We repeatedly use the term “water management” on this blog—but what exactly do we look at when we are “managing” the reservoirs? We have a number of tangible responsibilities related to managing reservoirs, but nearly all of them are centered on a single resource – what we term conservation storage.
Conservation storage is defined depth in the reservoirs allotted to store water used to meet project purposes during normal and drought conditions. Water in the conservation pool fulfills six of the seven Congressionally-authorized purposes, and for this reason we also refer to it as our “active pool” or “active storage.” Flood risk management is the only purpose not met using conservation storage.
The top of conservation storage marks the bottom of the “flood storage.” Flood storage is the depth allocated to capture surplus water during intense rainfall events. Also, the bottom of conservation storage marks the top of the inactive storage pool—the lowest layer of water in the reservoir, designed for collecting sediment.
Each of the three reservoirs was designed with different amounts of conservation, or “active” storage: Hartwell has 35 feet, Russell has 5 feet, and Thurmond has 18 feet.
The Thurmond Dam, the first major storage project on the Savannah River, was completed in 1954. Its primary purpose focused on flood risk management and rural electrification. Thurmond’s conservation pool ranges from 312 feet per mean sea level (ft-msl) to 330 ft-msl (summer full pool).
The completion of the Hartwell Dam in 1962 lessened conservation storage demands on the Thurmond reservoir, adding an additional 35 feet of conservation storage to the basin. The Hartwell conservation pool begins at 625 ft-msl and goes up to 660 ft-msl, which is summer full pool.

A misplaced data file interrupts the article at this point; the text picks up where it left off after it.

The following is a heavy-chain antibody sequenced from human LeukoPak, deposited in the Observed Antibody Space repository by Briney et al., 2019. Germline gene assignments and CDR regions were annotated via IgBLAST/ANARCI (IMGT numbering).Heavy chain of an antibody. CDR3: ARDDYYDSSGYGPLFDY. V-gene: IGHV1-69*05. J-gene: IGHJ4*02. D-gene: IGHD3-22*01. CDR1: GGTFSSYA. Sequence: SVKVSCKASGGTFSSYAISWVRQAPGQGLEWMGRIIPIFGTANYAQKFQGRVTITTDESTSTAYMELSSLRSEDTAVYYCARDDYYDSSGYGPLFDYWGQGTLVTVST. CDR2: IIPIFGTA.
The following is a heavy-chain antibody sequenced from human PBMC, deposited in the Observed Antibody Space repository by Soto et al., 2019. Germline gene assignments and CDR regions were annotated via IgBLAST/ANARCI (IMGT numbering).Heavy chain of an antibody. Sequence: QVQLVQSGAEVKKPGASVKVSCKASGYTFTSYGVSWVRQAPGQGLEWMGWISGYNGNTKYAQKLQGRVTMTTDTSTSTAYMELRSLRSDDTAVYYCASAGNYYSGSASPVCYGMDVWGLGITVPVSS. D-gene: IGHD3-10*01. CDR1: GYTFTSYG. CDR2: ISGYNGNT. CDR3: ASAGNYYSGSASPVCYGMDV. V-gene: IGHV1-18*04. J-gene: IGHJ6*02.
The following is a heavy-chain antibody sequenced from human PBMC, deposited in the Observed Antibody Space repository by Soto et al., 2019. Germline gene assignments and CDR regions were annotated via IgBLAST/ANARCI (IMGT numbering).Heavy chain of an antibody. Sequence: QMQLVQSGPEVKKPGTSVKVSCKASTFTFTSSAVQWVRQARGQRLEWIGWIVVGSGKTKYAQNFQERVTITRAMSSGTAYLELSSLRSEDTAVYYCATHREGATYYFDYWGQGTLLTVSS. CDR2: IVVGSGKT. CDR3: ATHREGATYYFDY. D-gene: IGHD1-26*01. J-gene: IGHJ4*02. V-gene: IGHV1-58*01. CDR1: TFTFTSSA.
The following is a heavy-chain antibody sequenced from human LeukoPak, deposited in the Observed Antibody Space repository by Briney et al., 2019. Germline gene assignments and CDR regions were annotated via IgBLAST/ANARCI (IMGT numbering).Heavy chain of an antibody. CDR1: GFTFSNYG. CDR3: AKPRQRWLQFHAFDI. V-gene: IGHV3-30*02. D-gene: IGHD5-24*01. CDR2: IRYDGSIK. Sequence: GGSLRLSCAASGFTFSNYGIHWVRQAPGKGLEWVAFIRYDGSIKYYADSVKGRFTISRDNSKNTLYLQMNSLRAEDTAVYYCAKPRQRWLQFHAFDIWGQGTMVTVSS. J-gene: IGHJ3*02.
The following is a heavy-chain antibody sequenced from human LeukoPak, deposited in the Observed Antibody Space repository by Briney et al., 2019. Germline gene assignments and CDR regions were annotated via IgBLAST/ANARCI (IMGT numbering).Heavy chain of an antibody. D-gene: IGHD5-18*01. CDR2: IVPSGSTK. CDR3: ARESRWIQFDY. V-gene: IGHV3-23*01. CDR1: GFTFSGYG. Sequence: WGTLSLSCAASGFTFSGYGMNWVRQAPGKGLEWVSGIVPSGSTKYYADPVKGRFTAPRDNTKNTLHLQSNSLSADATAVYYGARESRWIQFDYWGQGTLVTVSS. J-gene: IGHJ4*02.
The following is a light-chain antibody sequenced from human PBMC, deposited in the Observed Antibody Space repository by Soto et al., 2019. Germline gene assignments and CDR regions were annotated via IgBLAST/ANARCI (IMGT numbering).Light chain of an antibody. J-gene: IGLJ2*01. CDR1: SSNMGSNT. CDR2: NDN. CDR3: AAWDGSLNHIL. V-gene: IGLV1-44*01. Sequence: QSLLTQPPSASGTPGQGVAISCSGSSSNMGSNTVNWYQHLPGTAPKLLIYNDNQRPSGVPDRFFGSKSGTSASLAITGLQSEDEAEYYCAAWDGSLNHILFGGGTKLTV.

The Russell Dam was designed after Thurmond and Hartwell had essentially satisfied the need for conservation storage on the Savannah River. Engineers designed it as a pump-back hydropower facility, which can operate more efficiently by minimizing its drawdown. Project designers determined that the Russell Project satisfied the national cost-benefit analysis with only a 5 foot total normal fluctuation. Therefore based on Russell’s design and purpose, its active storage is only a fraction of Thurmond’s and Hartwell’s active storage.
We are often asked why we can draw Hartwell down so far but only draw Thurmond down by half that amount. While the Hartwell and Thurmond pools have roughly the same capacity, there is more depth and less surface area at Hartwell. This is because Hartwell is located further upstream in steeper terrain.
To meet downstream needs during drought, the Corps initially brings Hartwell Lake and Thurmond Lake down equally (foot-by-foot) for the top 15 feet of conservation storage. However, when Thurmond falls below 315 ft-msl, water managers can no longer match the pool level foot-by-foot. Instead the Corps changes to an equal percentage of remaining water in their respective conservation pools. Therefore, during the rare occasions when drought draws the pools down below 15 feet, Hartwell Lake’s greater depth of conservation storage must provide more of the downstream water supply needs once Thurmond Lake falls below 315 ft-msl.
As always, we welcome your questions and feedback in the comments section below. Thanks for reading us!
~ Tracy Robillard and Russell Wicke, corporate communications office